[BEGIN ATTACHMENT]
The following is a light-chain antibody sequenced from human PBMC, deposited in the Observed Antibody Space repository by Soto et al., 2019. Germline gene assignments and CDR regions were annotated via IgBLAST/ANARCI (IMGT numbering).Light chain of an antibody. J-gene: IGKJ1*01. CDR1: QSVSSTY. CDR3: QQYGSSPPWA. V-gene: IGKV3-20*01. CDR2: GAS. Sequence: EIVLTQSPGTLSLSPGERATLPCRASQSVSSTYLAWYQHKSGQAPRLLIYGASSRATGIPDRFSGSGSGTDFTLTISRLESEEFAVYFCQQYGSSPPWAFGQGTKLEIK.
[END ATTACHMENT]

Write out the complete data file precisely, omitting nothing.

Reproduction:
The following is a light-chain antibody sequenced from human PBMC, deposited in the Observed Antibody Space repository by Soto et al., 2019. Germline gene assignments and CDR regions were annotated via IgBLAST/ANARCI (IMGT numbering).Light chain of an antibody. J-gene: IGKJ1*01. CDR1: QSVSSTY. CDR3: QQYGSSPPWA. V-gene: IGKV3-20*01. CDR2: GAS. Sequence: EIVLTQSPGTLSLSPGERATLPCRASQSVSSTYLAWYQHKSGQAPRLLIYGASSRATGIPDRFSGSGSGTDFTLTISRLESEEFAVYFCQQYGSSPPWAFGQGTKLEIK.